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  • FIRST POST
    • Triumph13
    • By Triumph13 22nd Sep 17, 10:47 AM
    • 1,071Posts
    • 1,297Thanks
    Triumph13
    Turning off the tap
    • #1
    • 22nd Sep 17, 10:47 AM
    Turning off the tap 22nd Sep 17 at 10:47 AM
    A question for all you early retirees and wannabe early retirees: The more I get into all this, the more I find that the psychological aspects are more interesting than the financial ones. There is one particular aspect that I would love to hear people's views on. Most discussions we have on here tend to centre on making sure you have enough money for your retirement, but the other side of that is that when you do retire early you turn off the money tap from your employment. Yes, you have (hopefully) made sure you have enough to live on, but if you delayed retirement for x more days you would have £y more that you could spend on whatever floats your boat. This is the slippery slope leading to OMY (or quite a few more years in ML's case). What are the thought processes that let you decide that the utility of the £y isn't enough to make up for the x days?


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    Last edited by MSE Andrea; 04-10-2017 at 9:29 AM.
Page 5
    • ams25
    • By ams25 1st Oct 17, 8:44 AM
    • 85 Posts
    • 60 Thanks
    ams25
    I am 34 and hubby is 40 so years away from retirement and no db scheme coming our way. Just curious as to how those of you with no mortgages decided how much was enough to retire on.

    We will hopefully be mortgage free in 10 years. I am in a high stress job with two young children and am planning to retire at 60. Hubby will probably retire the same year so in his case 66 (he is minimum wage lower stress job than me)

    we will be using income draw down. I am just wondering how much you had in your pots to decide - that's enough. I don't want to be a poverty stricken pensioner but at the same time I don't want to work till I drop in a high pressure job.
    Originally posted by haras_nosirrah
    Opinion varies so much on this. You need to work out likely expenses less any state or other pension x the level you are comfortable withdrawing as a guide. So 25 times for 4% withdrawal (Google safe withdrawal rate) or 33 times for 3%. We are spending the same or a little more as when I worked (but excluding savings, pension contributions, NI, lower tax etc).

    Personally i stopped working at 51 last year (younger OH still working another planned 3 yrs) and have gone for 3% or 33 times. But do have a DB from 60 that helps.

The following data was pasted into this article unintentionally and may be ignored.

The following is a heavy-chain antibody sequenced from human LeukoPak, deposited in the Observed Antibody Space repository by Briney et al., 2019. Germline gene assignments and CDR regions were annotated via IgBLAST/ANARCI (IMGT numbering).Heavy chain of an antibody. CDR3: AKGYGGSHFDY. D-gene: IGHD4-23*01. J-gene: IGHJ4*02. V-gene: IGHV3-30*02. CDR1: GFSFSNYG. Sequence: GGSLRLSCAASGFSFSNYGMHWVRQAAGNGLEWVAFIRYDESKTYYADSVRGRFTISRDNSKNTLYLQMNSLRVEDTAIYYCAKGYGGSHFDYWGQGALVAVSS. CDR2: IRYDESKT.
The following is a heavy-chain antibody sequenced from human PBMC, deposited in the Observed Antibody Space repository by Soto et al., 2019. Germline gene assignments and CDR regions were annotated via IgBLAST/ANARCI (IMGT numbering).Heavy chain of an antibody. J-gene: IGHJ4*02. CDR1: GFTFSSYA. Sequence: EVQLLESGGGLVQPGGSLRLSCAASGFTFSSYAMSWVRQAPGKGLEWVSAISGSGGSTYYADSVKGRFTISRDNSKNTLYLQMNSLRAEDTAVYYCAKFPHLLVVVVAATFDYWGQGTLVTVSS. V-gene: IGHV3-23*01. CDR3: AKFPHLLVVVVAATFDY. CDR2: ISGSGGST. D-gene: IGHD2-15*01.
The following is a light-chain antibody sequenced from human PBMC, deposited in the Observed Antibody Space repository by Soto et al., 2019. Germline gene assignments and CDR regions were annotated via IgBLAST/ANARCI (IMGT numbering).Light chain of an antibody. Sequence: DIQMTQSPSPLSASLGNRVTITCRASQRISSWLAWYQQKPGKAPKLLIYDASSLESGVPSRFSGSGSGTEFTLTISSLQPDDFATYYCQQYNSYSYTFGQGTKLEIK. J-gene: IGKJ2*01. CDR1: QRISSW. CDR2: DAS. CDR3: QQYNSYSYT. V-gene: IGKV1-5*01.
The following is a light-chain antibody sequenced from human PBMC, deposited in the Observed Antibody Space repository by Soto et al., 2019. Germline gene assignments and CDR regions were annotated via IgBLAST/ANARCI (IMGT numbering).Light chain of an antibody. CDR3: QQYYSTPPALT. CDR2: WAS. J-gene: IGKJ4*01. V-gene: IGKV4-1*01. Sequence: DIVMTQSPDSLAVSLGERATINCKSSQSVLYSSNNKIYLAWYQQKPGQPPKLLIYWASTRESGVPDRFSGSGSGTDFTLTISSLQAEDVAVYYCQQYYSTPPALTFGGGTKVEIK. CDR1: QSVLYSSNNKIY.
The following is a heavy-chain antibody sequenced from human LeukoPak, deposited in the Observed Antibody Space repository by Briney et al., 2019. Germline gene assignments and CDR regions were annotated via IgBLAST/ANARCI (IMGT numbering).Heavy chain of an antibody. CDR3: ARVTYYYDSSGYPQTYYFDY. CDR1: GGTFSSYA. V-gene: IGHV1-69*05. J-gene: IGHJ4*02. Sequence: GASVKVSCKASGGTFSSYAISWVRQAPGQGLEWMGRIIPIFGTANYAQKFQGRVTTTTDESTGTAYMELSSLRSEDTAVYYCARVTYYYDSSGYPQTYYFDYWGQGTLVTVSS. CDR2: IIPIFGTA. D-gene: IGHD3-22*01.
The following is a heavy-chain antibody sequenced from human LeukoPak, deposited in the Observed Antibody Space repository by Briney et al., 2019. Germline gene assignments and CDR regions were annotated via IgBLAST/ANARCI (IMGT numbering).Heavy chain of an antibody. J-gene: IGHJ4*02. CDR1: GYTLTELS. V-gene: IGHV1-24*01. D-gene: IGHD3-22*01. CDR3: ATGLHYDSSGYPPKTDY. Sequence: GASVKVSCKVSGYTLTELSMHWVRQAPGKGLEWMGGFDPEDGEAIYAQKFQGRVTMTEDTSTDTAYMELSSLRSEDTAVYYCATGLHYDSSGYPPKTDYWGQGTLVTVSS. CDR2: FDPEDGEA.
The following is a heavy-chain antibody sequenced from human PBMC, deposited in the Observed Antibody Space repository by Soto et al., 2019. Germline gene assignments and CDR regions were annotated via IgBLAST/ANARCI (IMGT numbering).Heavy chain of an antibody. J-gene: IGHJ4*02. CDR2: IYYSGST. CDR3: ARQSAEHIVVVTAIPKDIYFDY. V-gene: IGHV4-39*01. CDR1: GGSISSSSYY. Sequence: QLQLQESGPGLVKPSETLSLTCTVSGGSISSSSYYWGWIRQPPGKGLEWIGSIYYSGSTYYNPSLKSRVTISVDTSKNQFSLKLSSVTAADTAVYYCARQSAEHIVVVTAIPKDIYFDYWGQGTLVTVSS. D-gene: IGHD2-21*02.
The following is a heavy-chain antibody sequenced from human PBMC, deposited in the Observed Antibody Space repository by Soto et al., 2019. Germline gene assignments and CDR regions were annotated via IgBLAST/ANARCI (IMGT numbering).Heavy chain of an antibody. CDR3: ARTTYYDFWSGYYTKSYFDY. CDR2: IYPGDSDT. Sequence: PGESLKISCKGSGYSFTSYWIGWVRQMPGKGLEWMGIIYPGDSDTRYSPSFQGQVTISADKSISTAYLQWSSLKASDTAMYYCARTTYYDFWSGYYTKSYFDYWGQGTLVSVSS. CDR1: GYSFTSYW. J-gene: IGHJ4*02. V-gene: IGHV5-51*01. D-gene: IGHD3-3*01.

Also don't make the mistake of only paying off the mortgage...make full use of pension tax relief too. Cash invested now for 20 to 30 years will do better invested than paying down mortgage at low interest rates. I still have a small mortgage that I will slowly pay off over next 5 to 10 yrs. I could pay it off tomorrow but prefer to be invested.

    I also had high stress job and always planned on retiring at 55. In the end I stopped a few years earlier than anticipated. As others on this forum say, high stress jobs (and others) are often harder to maintain in your 50s and 60s so if you can give yourself the headroom go stop earlier if needed its worth it...means saving and investing more. Also worth building ISA funds in case needed to bridge gap between pension access and any earlier retirement.
    Last edited by ams25; 01-10-2017 at 1:04 PM.
    • Kazt2006
    • By Kazt2006 1st Oct 17, 9:04 AM
    • 6 Posts
    • 14 Thanks
    Kazt2006
    I have a DB Pension (& can't see a career change!). My state retirement age is current 68 but will probably be nearer 70 by the time I get there! My mortgages (1 is a rental property that I used to live in), are timed for 58/59 on purpose.

    I have a plan to go @ 60 with significant reductions in my pension, but where it will be approximately half my current salary. Could I live on it? I intend to have a damn good try!


    If I still have the rental property this could be sold for a cash lump sum. If I don't have the rental property, I'll have far more in savings from not having to cover the mortgage when no rental income! I have my plan and I'm going to enjoy what I will have worked almost 40 years for!